Deliveroo is battling a test case that threatens to find its delivery riders are employees and potentially entitled to minimum pay and conditions by arguing that workers who can do other gigs during their “shifts” cannot be employees.
The Transport Workers Union kicked off its case against the on-demand delivery company on Tuesday with its claim that rider Diego Franco, who was terminated in April, was not an independent contractor but a casual and so had unfair dismissal protection.
The case is being judged by Fair Work Commissioner Ian Cambridge, who previously found a rider at gig company Foodora was not carrying out his own business but was part of the business as an employee.
Deliveroo has long sought to distance itself from the arrangements of Foodora, which folded in 2018 after the Tax Office declared its riders were employees. Sham contract claims against UberEats have so far failed.
But the TWU is arguing that the way Deliveroo required its riders to work was more like Foodora than UberEats.
Under a system Deliveroo started in January 2018 but scrapped in December last year, riders had to log in and book periods of time in particular areas where they could accept work.
Once the rider booked in a period they could not change their suburb or hours. However, they could cancel a session with more than 24 hours’ notice.
TWU legal counsel Philip Boncardo argued that this was a “self-serving, self-selective system akin to a shift system”.
And it did not matter if there was no obligation for the rider to accept work or for Deliveroo to offer it. “That is the essence of casual employment,” he said.
Working for competitors
But Deliveroo argued that even casuals are not allowed to do other work during shifts and this was what Mr Franco did, fielding orders from Doordash and UberEats at the same time as Deliveroo.
“Mr Franco was miles away from being a true casual employee,” legal counsel Marc Felman said.
“Even a casual employee, when he or she is on, has to serve his employer dutifully and faithfully and give all his attention…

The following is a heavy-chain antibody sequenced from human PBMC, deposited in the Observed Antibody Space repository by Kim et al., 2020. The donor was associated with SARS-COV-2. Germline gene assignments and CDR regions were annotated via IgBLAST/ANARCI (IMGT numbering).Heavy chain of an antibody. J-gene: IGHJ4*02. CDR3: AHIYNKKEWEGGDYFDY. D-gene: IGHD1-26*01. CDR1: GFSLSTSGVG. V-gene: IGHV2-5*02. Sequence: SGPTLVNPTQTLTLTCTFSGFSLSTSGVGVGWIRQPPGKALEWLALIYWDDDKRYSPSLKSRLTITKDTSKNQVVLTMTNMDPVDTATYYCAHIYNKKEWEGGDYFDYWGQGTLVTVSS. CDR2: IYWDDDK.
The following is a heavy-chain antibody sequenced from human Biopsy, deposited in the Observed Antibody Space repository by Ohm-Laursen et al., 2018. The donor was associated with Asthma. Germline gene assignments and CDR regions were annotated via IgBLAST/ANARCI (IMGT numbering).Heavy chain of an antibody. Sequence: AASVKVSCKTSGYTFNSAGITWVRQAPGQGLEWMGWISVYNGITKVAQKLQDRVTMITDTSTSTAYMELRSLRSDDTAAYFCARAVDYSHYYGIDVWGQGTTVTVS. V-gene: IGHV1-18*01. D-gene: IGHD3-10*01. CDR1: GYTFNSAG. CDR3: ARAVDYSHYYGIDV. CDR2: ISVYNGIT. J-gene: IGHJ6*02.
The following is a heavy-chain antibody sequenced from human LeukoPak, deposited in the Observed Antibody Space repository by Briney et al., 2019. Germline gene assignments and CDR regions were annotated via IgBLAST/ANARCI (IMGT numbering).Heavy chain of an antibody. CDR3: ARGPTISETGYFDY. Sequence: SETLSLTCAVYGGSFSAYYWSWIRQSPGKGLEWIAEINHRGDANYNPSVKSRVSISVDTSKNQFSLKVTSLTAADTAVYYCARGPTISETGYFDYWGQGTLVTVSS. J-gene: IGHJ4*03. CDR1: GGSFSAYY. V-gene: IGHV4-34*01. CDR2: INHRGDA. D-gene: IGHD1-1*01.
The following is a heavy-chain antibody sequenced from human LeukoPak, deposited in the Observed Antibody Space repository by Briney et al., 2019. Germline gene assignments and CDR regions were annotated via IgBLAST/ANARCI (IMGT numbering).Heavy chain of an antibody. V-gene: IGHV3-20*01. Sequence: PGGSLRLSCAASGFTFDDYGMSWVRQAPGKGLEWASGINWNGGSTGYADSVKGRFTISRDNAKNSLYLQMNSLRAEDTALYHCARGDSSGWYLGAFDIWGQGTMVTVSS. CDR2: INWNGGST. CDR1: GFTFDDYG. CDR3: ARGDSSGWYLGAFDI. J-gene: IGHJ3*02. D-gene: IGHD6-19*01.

“They can’t go and serve some customers at Coles checkout and when it’s quiet go across the road and serve the Woolworths checkout.”
What Mr Franco did was “entirely up to him and where he worked was entirely up to him”, Mr Felman said.
“Critically he was not required to perform the services at all. The contract required him to arrange for the services to be performed, not to perform them himself.”
However, Mr Franco gave evidence that cancelling a shift under the old system without 24 hours’ notice would impact on his “statistics”.
“This would impact on the number of shifts I would have the following week and impact on my income.”
He also wore a Deliveroo uniform and used a Deliveroo insulated bag while working, which the union argues presented him as part of the business.
Mr Franco was terminated for completing his deliveries too slowly and the TWU argued the termination was a “paradigm case of procedural unfairness” as even on Deliveroo’s own evidence it never had benchmarks for delivery times.
“This is a case where my client was sacked at the height of the COVID pandemic after three years of service to Deliveroo and in circumstances where he received no prior warning whatsoever about the dismissal or reasons for dismissal,” Mr Boncardo said.
Mr Felman argued the company had a valid reason for dismissal but conceded that, seen through the lens of employment, “the boxes weren’t ticked”.
Deliveroo has since scrapped its previous booking system and now allows riders to log in whenever they like.
This article was originally published by the Australian Financial Review. Read the original here.
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